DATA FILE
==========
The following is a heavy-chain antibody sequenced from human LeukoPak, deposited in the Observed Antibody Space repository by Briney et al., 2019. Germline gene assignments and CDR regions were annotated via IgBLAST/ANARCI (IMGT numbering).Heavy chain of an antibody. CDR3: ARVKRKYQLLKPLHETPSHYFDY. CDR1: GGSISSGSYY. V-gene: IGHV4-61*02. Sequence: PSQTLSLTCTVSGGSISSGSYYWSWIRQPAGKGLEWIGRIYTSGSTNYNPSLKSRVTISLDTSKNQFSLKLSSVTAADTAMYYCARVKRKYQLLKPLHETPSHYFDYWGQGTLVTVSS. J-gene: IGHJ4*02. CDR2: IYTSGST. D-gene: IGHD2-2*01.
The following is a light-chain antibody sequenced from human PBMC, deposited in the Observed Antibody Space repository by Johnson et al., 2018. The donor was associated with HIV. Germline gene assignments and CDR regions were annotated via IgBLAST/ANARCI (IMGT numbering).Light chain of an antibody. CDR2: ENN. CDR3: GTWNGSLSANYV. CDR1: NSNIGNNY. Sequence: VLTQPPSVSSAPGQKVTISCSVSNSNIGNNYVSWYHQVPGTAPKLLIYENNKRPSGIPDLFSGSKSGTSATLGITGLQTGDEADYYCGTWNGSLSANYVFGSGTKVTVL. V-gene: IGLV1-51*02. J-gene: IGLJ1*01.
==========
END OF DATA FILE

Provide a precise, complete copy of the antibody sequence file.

The following is a heavy-chain antibody sequenced from human LeukoPak, deposited in the Observed Antibody Space repository by Briney et al., 2019. Germline gene assignments and CDR regions were annotated via IgBLAST/ANARCI (IMGT numbering).Heavy chain of an antibody. CDR3: ARVKRKYQLLKPLHETPSHYFDY. CDR1: GGSISSGSYY. V-gene: IGHV4-61*02. Sequence: PSQTLSLTCTVSGGSISSGSYYWSWIRQPAGKGLEWIGRIYTSGSTNYNPSLKSRVTISLDTSKNQFSLKLSSVTAADTAMYYCARVKRKYQLLKPLHETPSHYFDYWGQGTLVTVSS. J-gene: IGHJ4*02. CDR2: IYTSGST. D-gene: IGHD2-2*01.
The following is a light-chain antibody sequenced from human PBMC, deposited in the Observed Antibody Space repository by Johnson et al., 2018. The donor was associated with HIV. Germline gene assignments and CDR regions were annotated via IgBLAST/ANARCI (IMGT numbering).Light chain of an antibody. CDR2: ENN. CDR3: GTWNGSLSANYV. CDR1: NSNIGNNY. Sequence: VLTQPPSVSSAPGQKVTISCSVSNSNIGNNYVSWYHQVPGTAPKLLIYENNKRPSGIPDLFSGSKSGTSATLGITGLQTGDEADYYCGTWNGSLSANYVFGSGTKVTVL. V-gene: IGLV1-51*02. J-gene: IGLJ1*01.